With forests gone, UBOS indicates that traditional cooking methods expose family members to numerous pollutants causing health problems.
A total $2.2m(over sh8.4 billion) has been injected by the World Bank to foster the sales and adoption of cleaner and more efficient cooking technologies in Uganda under the Clean Cooking Supply Chain Expansion project.
According to the Uganda Bureau of statistics (UBOS) 2016 figures and findings, the country meets more than 89% of its energy demand with biomass, 10% with fossil fuel combustion and only 1% with electricity from hydro and fossil fueled thermal power plants.
This has led to a total forest cover decline of 27 percent between 1990 and 2005, with 1.8% decline per year on average. Reports by National Forestry Authority indicate that Uganda's forest cover across the country tremendously declined from 24% (4,933,271 hectares) of land area in the 1990 to less than 9% (1,956,664 hectares) in 2018.
A study by Samuel Lietaer and Edwin Zaccai on making clean cooking champions: perceptions on development of private actors in Uganda, indicates more than two billion people in the world and most households in Uganda depend on wood energy for cooking and heating.
Nonetheless, associated with traditional use of wood fuels is energy inefficiency, deforestation, the associated increasing time for collection of fuel that largely affects women, deleterious health and environmental effects.
With forests gone, UBOS also indicates that traditional cooking methods expose family members to numerous pollutants causing health problems.
The Uganda Clean Cooking Supply Chain Expansion funded by the World Bank being and implemented by Private Sector Foundation Uganda (PSFU), Ministry of Energy and Mineral Development and Ministry of Finance, Planning and Economic Development is working to reduce the negative impacts on the environment and economic burden on households stemming from inefficient use of solid biomass fuels for cooking.
The improved biomass cook stoves which are being introduced which while still burning biomass (wood, crop waste, dried animal dung) reduce indoor air Pollution.
According to Lietaer and Zaccai study, while the history of biogas technology in Uganda dates to the 1950s, The Uganda clean cooking sector emerged in the 1980s mainly due to concerns over deforestation and desertification.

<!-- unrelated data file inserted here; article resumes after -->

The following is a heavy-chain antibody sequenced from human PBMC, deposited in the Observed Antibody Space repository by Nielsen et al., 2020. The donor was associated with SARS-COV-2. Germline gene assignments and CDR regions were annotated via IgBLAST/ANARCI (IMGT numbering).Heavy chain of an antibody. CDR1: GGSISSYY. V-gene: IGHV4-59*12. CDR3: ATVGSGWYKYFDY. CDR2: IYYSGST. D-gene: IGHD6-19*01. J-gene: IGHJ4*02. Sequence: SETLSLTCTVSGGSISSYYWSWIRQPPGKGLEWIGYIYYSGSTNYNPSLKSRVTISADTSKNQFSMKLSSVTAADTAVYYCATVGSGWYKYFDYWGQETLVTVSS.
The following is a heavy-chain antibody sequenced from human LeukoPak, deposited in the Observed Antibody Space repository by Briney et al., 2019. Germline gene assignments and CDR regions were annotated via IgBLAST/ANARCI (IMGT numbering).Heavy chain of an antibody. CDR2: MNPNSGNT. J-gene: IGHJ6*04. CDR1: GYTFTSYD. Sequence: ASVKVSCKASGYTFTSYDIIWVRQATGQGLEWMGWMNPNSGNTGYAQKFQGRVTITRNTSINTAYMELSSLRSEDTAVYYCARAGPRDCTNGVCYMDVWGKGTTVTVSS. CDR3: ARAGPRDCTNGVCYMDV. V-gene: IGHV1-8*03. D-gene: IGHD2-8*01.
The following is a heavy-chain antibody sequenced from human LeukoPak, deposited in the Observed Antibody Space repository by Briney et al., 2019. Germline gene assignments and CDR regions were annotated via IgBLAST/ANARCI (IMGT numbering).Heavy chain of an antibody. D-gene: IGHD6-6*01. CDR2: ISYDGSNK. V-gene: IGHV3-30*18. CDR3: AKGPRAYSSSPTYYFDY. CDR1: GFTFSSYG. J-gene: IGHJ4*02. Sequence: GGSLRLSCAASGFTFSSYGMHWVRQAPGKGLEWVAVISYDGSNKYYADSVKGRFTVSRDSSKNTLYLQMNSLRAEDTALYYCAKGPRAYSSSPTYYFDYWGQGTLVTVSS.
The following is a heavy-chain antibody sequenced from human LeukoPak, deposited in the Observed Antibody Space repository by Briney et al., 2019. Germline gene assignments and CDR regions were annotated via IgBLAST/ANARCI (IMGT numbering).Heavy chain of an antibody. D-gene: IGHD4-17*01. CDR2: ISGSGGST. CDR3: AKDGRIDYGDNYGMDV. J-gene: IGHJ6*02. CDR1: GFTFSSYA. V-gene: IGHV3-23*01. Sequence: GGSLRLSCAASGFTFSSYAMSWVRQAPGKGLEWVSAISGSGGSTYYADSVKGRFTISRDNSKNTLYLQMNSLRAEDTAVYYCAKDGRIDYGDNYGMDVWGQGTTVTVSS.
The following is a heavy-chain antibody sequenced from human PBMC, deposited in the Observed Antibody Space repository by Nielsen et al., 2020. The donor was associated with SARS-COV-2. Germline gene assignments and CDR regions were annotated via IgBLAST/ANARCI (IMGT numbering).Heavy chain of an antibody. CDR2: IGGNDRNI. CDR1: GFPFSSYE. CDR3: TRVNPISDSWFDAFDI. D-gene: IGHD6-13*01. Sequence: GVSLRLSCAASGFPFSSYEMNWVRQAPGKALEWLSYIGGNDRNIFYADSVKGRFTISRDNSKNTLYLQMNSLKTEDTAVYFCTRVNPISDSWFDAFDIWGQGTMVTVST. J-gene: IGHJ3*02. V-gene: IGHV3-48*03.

Since the 1980's, many developing country households have been slow to adopt them, largely because the technology transfer was project based rather than focusing on the development of a commercially viable business development.
The government's ambition was to increase the adoption of efficient fuelwood stoves to 4,000,000 by last year.
This is because the clean cooking sector is essential in achieving several public, national, and international goals. At least 10 United Nations Sustainable Development Goals (SDGs), especially goals 3, 5, 7 and 13 respectively emphasizes on ensuring healthy lives and promoting wellbeing for all at all ages, gender equality, energy access for all and climate action.
A field research in Uganda, Kampala region, explored the success factors according to local private actors' perceptions including entrepreneurs, manufacturers and distributors.
It found improved cooking technologies are more difficult to sell than traditional ones mainly because they are more expensive in the short-term. Companies struggle to keep a balance between affordable price and quality products.
But even with that challenge, as the development of a sustainable national grid has all too long been portrayed as something for the longer term, biomass stoves and biogas installations have provided small-scale solutions.
Andrew Ndawula, a bamboo expert though happy with the improved cooking stoves, says there is need to look at the sustainability of the project.
"The stoves will only make sense if the people using it have a sustainable source of fuel. If they are still going to the forest to get wood or charcoal then we are just treating the problem, we need sustainability which comes from getting a proper source of fuel and for our case this lies in bamboo," he says.
Ndawula adds: "Bamboo grow very fast and you can start harvesting in three years thereafter you can harvest the bamboo continuously for 60-80 years this will provide a sustainable source of fuel and take the pressure off our natural forests that take so many years to replace."
Ndawula says every household should be encouraged to grow bamboo so that they have a sustainable source of fuel for their clean cooking stoves.
Gains so far
According to Richard Hosier in the World Bank Implementation Status and Results Report 2018, on Uganda Clean Cooking Supply Chain Expansion Project, cumulative sales of clean energy stoves was at about 10,000 as of end June this year.
Households that gained access to more energy-efficient cooking or heating facilities or both were 10,000 as of August this year.
Whereas climate impact reduction of net carbon emissions from inefficient combustion of biomass was at 1,266 tones as of July 2017.
But at the close the project on December 31, 2019, Households that gained access to more energy-efficient cooking or heating facilities or both should have reached 45,000 whereas climate impact reduction of net carbon emissions from inefficient combustion of biomass should be at 5,600 tones.